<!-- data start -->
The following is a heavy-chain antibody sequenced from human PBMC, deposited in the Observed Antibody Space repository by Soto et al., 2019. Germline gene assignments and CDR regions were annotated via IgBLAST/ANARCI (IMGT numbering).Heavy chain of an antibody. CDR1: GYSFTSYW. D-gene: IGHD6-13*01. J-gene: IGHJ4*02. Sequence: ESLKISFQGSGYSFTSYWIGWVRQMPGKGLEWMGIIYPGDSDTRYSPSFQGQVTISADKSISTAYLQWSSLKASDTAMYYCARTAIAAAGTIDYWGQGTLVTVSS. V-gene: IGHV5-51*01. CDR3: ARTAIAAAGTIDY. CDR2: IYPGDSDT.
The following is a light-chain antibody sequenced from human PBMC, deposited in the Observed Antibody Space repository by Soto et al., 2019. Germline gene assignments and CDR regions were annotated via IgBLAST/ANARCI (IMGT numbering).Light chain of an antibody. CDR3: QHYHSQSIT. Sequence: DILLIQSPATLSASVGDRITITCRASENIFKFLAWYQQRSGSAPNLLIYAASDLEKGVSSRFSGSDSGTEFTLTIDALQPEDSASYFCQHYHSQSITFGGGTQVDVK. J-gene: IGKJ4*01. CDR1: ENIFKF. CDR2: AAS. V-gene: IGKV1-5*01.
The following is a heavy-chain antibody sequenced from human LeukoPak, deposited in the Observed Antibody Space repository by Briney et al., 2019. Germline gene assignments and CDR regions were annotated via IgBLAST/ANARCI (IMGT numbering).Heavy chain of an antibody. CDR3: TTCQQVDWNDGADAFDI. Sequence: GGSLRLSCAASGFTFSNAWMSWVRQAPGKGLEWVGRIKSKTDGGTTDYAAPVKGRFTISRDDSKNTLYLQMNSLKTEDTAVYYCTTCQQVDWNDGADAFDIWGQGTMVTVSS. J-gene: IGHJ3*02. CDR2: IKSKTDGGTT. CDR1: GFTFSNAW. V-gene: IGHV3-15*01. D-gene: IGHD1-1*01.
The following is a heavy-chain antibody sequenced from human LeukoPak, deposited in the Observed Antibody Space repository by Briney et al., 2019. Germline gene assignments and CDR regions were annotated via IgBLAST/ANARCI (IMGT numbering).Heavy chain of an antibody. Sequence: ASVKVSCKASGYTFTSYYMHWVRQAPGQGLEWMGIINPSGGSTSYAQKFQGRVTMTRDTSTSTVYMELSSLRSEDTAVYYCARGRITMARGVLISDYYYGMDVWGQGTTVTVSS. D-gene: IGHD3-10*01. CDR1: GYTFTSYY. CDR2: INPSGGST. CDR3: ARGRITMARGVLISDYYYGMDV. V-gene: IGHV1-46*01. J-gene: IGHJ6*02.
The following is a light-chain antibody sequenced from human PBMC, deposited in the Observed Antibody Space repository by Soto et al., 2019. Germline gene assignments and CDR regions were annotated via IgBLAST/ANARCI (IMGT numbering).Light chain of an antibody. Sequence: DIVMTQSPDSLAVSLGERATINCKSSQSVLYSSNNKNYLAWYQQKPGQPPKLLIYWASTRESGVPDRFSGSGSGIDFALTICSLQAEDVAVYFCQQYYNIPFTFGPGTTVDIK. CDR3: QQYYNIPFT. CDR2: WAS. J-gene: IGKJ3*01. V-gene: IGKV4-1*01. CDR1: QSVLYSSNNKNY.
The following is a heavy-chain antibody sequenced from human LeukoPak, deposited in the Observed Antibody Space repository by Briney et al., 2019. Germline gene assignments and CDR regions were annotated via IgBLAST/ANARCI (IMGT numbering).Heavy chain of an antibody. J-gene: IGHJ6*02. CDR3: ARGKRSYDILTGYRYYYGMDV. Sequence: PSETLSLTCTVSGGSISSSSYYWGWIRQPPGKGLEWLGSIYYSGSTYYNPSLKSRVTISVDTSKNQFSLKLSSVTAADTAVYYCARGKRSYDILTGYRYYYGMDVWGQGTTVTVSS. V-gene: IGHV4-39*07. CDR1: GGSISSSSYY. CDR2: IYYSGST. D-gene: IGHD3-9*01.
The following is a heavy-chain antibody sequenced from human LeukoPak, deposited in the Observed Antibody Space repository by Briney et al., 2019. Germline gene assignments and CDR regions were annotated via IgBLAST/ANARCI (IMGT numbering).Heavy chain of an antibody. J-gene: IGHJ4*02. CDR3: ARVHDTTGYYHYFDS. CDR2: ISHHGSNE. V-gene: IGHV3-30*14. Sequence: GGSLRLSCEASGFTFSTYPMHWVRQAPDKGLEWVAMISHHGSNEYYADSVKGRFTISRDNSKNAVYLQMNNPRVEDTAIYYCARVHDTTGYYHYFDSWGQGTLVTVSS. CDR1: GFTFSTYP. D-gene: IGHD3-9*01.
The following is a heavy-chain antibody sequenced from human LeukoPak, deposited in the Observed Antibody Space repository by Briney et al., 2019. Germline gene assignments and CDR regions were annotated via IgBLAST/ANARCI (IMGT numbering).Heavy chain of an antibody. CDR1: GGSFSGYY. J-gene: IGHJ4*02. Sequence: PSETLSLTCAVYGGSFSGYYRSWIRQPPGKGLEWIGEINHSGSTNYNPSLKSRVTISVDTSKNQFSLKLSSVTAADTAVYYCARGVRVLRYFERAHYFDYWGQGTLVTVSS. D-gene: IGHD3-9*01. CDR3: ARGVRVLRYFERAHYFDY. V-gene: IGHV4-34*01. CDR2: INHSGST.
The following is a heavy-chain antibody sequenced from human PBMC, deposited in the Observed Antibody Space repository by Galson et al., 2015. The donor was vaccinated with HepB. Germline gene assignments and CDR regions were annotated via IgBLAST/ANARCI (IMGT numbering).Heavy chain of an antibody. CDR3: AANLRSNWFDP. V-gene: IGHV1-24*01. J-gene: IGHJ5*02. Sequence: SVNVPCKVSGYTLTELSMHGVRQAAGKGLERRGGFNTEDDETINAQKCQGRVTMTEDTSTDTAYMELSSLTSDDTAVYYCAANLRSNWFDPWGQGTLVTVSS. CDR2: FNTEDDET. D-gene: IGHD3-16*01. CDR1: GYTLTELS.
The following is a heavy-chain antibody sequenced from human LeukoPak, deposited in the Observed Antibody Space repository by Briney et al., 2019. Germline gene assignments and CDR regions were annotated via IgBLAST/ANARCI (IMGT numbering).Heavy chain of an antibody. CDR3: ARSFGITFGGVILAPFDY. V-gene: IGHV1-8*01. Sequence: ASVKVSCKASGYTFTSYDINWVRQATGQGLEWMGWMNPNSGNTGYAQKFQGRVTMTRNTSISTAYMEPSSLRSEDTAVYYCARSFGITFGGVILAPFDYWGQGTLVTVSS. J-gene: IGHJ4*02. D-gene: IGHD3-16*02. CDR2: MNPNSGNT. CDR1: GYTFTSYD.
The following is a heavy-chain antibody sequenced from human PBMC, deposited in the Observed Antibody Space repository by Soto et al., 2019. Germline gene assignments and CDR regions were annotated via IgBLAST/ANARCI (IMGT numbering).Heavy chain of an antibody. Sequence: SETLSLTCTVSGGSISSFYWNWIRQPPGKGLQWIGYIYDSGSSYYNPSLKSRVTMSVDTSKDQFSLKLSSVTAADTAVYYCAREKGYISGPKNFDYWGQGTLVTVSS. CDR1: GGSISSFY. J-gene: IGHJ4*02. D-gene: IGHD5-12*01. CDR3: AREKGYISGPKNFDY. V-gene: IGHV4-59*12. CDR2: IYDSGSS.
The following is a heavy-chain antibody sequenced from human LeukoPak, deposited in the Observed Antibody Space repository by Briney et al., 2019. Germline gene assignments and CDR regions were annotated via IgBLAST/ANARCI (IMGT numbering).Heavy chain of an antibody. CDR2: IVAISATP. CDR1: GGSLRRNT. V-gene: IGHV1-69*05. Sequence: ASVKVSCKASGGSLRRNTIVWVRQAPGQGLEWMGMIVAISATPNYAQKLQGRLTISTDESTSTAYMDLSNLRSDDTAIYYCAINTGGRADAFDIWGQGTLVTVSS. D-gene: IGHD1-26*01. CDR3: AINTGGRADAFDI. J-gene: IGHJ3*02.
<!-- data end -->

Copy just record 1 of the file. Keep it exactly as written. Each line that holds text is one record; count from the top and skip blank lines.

The following is a heavy-chain antibody sequenced from human PBMC, deposited in the Observed Antibody Space repository by Soto et al., 2019. Germline gene assignments and CDR regions were annotated via IgBLAST/ANARCI (IMGT numbering).Heavy chain of an antibody. CDR1: GYSFTSYW. D-gene: IGHD6-13*01. J-gene: IGHJ4*02. Sequence: ESLKISFQGSGYSFTSYWIGWVRQMPGKGLEWMGIIYPGDSDTRYSPSFQGQVTISADKSISTAYLQWSSLKASDTAMYYCARTAIAAAGTIDYWGQGTLVTVSS. V-gene: IGHV5-51*01. CDR3: ARTAIAAAGTIDY. CDR2: IYPGDSDT.